But it’s tough for a ref to determine what is a natural and reasonable attempt to protect a player’s face and head as opposed to the player lifting or extending his elbow — with his forearm remaining over his face — in an attempt to increase his silhouette and possibly block the shot. So FIFA should offer some guidance — for both players and refs — as to exactly what is acceptable in a wall and what risks a violation.
Personally, I think a player should be allowed to shield his face and head. The risks of injury — from career-ending concussions to a lifetime looking like Louis van Gaal — are far too great. And if the free kick taker really has talent, then they will be able to bend the ball over or around the wall instead of trying to thread it between two players’ heads.
Another challenge refs face is determining when a player’s arm is in a natural position during the run of play. Anyone who has played the game, or even watched it, knows that arms tend to move around as players go through the various actions on the field — running, turning, jumping, kicking, heading, etc.
When a player takes a shot, for example, his arms are typically extended from the body, often with one slightly raised. And, to maintain balance while ensuring maximum thrust, these positions change — the arms move — during the process of kicking the ball and following through.
If the ball is deflected back at that player, striking him in the arm or hand, no offense should be awarded. His arm is extended, and it may even be moving, but that doesn’t necessarily mean that he is trying to manipulate the path of the ball. The player’s arms are in a “natural position” for the action he is undertaking. And I think the game could use some clarification on this front as well.
This also applies to defenders, who often have their arms out for balance when running or turning. Just because a shot or cross strikes them in the arm doesn’t necessarily mean it’s a hand ball. Often times players won’t have time to move their arm out of the way when an opponent strikes a shot, so that shouldn’t be deemed a foul because it’s also a case of the ball hitting the arm — not the other way around. And when a player clearly tries to move his arm out of the path of the ball yet is still struck by it, referees should not deem that an offense either.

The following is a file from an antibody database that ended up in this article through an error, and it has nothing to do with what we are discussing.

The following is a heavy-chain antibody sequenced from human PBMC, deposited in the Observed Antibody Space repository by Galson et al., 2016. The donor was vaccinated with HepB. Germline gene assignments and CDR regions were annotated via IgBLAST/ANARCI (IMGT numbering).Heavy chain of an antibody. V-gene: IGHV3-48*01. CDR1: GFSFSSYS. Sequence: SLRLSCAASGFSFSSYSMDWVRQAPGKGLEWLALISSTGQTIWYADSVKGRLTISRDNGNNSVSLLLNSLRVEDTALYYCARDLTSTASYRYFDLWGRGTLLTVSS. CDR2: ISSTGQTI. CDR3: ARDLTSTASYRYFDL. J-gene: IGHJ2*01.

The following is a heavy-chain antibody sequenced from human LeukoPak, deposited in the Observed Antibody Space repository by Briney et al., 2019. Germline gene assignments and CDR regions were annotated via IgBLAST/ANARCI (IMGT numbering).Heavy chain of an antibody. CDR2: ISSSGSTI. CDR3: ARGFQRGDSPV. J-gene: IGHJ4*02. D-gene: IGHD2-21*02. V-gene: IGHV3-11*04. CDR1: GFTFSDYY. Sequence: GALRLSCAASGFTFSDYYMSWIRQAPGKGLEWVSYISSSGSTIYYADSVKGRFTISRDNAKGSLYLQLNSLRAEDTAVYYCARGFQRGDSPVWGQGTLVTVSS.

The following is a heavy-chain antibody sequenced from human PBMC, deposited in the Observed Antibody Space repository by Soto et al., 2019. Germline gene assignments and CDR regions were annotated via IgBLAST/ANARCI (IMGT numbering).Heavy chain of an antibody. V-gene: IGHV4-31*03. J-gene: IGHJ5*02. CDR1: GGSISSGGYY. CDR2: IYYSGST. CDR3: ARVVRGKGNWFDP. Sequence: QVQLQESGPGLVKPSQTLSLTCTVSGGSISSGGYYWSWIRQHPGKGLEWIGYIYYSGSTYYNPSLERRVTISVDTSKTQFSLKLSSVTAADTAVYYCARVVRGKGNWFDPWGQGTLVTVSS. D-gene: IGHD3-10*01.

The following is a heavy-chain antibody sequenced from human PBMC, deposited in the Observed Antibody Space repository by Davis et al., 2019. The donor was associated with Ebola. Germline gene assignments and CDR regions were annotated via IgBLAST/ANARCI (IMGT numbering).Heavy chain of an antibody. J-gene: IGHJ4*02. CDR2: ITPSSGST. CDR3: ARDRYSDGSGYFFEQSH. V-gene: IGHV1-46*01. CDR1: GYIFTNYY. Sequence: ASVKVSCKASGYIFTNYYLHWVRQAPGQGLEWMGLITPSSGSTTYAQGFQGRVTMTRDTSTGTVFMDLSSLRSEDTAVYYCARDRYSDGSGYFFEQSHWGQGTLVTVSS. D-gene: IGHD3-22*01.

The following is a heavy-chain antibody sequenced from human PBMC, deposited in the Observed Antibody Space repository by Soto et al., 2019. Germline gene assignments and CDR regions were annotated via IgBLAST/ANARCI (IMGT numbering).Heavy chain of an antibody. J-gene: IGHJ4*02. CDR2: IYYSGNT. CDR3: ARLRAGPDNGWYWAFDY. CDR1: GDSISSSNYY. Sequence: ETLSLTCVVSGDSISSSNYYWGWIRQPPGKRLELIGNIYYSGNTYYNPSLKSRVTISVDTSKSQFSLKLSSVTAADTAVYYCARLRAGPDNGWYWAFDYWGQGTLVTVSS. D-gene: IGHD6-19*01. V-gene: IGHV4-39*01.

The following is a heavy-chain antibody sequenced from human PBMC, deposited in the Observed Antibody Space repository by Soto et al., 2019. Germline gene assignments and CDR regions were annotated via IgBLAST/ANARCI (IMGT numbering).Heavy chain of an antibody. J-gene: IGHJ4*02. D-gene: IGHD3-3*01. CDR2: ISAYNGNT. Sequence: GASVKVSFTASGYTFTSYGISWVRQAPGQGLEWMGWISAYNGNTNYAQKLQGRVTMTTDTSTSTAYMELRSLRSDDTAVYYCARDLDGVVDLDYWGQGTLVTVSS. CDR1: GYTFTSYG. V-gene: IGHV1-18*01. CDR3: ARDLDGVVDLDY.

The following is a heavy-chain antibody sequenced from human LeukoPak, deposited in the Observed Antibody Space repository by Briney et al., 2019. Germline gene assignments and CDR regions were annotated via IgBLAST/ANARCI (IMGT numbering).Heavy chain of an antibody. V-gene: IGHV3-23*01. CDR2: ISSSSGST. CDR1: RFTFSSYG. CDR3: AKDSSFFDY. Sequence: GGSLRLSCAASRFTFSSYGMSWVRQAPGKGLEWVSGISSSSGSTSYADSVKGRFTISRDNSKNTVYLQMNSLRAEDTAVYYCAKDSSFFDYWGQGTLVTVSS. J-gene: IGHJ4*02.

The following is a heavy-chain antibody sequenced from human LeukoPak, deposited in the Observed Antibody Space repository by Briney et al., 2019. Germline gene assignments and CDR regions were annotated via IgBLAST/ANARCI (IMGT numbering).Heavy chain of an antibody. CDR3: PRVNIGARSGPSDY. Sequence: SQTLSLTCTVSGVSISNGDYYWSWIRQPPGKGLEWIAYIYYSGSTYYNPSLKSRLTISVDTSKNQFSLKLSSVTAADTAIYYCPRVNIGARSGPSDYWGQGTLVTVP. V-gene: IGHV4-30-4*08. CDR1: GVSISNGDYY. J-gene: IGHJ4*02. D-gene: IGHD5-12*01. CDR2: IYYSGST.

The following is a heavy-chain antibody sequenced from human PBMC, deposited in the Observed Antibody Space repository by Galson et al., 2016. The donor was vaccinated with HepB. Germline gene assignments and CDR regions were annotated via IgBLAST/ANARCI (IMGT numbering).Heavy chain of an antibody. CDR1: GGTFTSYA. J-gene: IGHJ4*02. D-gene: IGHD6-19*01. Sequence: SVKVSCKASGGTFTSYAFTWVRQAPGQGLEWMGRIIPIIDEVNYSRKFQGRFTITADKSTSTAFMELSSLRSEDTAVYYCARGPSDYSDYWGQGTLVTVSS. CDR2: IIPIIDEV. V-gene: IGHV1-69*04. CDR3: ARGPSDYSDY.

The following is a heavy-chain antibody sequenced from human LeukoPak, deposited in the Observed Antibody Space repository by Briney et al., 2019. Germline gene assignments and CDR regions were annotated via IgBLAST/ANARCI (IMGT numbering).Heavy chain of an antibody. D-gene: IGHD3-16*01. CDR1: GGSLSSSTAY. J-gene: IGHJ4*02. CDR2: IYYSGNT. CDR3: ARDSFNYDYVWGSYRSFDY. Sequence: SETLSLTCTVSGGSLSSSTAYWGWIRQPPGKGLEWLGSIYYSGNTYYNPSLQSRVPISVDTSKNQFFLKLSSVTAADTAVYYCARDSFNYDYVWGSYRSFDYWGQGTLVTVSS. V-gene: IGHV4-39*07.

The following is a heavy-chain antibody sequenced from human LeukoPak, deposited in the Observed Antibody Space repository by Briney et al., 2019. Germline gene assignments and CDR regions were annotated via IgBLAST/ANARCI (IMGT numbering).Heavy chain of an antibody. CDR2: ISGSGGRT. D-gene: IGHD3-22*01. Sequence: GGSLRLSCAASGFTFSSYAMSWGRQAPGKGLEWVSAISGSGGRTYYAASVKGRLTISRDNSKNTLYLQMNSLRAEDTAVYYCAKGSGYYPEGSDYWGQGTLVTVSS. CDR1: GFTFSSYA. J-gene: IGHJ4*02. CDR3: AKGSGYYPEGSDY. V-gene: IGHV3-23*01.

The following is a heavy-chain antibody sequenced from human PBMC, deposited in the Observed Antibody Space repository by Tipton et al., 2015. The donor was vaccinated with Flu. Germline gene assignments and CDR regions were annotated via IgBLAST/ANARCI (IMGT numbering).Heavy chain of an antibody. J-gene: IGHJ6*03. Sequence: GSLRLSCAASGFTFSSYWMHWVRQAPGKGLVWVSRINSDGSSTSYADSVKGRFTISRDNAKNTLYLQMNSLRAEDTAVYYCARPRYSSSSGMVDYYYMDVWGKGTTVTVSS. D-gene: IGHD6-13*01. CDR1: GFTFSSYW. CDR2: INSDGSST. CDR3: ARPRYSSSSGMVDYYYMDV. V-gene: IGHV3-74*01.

Another Case Study
In fact, such an incident occurred in the 2013 Gold Cup final between the United States and Panama. American Landon Donovan was crossing the ball from the right flank and the Panamanian defender swung his arms back behind himself, knowing the ball was coming at him and not wanting to risk any ball-to-arm contact that might be deemed a violation. What he didn’t know (and had no way of knowing) was that Donovan bent the cross behind him — and right into one of his arms.
Donovan and a few his teammates quickly appealed for a hand ball. This is understandable, given the competitive nature of the game. But the Fox Soccer commentators, who had the benefit of watching the contact in slow-motion and from various angles, also mistakenly suggested it was a violation of the hand ball rule. If anything, they — with the assistance of their referee pundit — should have used this as an example to help viewers better understand the rule, as opposed to claiming it was ambiguous.
The ref, however, got it right. He saw no violation. He recognized that the contact was not deliberate and let the game play on.
Hand-To-Ball or Ball-To-Hand?
Sometimes a player’s intentions are obvious. Some of the most infamous hand ball violations include Diego Maradona’s hand ball goal against England in the 1986 World Cup, Thierry Henry’s hand ball to set up France’s World Cup qualifier goal against Ireland in 2009, and Uruguayan (and arguably the game’s greatest-ever cheater) Luis Suarez’s shameless hand ball to prevent a Ghana goal in the 2010 World Cup.
In many cases, however, determining a player’s intent can be tricky. For me, I often find a player’s eyes reveal their intent. If they are looking away or their eyes are closed, it’s kind of hard to deliberately redirect the ball. But if the player is looking straight at the ball, and moving his arm towards the path it’s taking, then there’s a good chance that his intent is to deliberately manipulate the path of the ball. Of course, this is a lot easier to gauge with instant replay than it is for officials to determine in a split-second on the field of play.
Perhaps the easiest way to think of it, and one that’s grown popular with some commentators since I originally wrote this piece, is by simplifying things into hand-to-ball contact (a violation) and ball-to-hand contact (not a violation). And the difference often lies in whether the player has moved his arm or hand towards the path of the ball. Again, that’s a lot easier to determine with video replay than it is on the field, surrounded by other players and on the run, as refs must do. And, as I mentioned earlier, there are times when a player’s arm will naturally — and often unavoidably — be moving towards the path of the ball without any intent to handle it.
In most cases, though, movement of the arm or hand towards the path of the ball — or where they think the ball is going — indicates a deliberate intent to handle it. And that’s a hand ball. Otherwise, the ball making contact with a player’s hand or arm is not a violation of the Laws of the Game.